A Bug’s Life. Really.
By MARK LEYNER
“‘The Metamorphosis’ — purported to be the fictional account of a man who turns into a large cockroach — is actually non-fiction,” according to a statement released by Mr. Kafka’s editor, who spoke only on the condition that he be identified as E.
“The story is true. Kafka simply wrote a completely verifiable, journalistic account of a neighbor by the name of Gregor Samsa who, because of some bizarre medical condition, turned into a ‘monstrous vermin.’ Kafka assured us that he’d made the whole thing up. We now know that to be completely false. The account is 100 percent true.”
In the wake of recent revelations concerning Margaret B. Jones’s memoir “Love and Consequences” and Misha Defonseca’s “Misha: A Mémoire of the Holocaust Years,” the disclosure that Mr. Kafka’s work was based on reality has embarrassed editors and scholars.
“I’ve been teaching ‘The Metamorphosis’ for years, said a professor of literature at Princeton, who insisted that he be identified as P. “I’ve called it one of the most sublime pieces of literature ever written. Elias Canetti called it ‘one of the few great and perfect poetic works written during this century.’ To find out that it’s actually true is devastating.”
The actual condition of Kafka’s neighbor, a Prague salesman who didn’t return our calls or e-mail messages requesting comment, is known as entomological dysplasia, and is somewhat rare. It results in the development over time of a hard carapace, a segmented body and antennas.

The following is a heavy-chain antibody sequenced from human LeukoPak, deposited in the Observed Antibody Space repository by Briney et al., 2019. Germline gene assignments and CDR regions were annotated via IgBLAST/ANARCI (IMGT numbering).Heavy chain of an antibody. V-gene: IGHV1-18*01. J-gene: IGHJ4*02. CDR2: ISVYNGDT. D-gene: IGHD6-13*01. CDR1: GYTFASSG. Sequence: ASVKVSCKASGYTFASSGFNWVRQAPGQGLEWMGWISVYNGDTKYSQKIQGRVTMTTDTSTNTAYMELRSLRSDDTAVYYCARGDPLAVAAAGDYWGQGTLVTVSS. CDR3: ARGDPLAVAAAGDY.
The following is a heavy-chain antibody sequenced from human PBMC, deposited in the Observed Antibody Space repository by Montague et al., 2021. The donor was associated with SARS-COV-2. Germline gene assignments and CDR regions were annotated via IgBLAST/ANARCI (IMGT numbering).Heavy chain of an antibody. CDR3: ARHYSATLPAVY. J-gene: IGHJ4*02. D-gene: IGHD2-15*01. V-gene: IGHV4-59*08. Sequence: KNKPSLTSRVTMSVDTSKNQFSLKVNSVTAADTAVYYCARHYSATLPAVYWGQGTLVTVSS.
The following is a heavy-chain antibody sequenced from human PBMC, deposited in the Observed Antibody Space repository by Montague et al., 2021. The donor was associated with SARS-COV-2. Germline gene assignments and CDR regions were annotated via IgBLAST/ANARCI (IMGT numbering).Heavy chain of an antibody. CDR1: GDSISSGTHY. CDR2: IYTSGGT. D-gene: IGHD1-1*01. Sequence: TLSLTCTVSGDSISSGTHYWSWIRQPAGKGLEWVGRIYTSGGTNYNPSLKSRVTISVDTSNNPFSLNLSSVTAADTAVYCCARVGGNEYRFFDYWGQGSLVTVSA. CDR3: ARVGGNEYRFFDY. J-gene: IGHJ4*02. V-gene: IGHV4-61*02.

In a telephone interview, Mr. Kafka was contrite and tearful. “I know what I did was wrong,” he said. “I’m very alienated from myself, but that’s no excuse to lie. I took someone’s life and selfishly turned it into an enigmatic literary parable.”
“I’m not sure how this happened,” said Mr. Kafka’s brother, B., of Oxnard, Calif. “My brother is weird, but he doesn’t have that good an imagination. A man who becomes a big bug … my brother couldn’t make that up if his life depended on it. As soon as I read ‘The Metamorphosis’ I knew it was true. Don’t they fact-check fiction?”
Mr. Kafka’s publishers are now reviewing all his works of fiction — stories about singing mice, “hunger artists” and men on trial for crimes they’re not aware of having committed — to determine whether they too are true.
“We were duped,” said E., Mr. Kafka’s editor. “The whole story is pure, unadulterated non-fiction. This guy’s a complete con man.”
Mark Leyner is a novelist and screenwriter.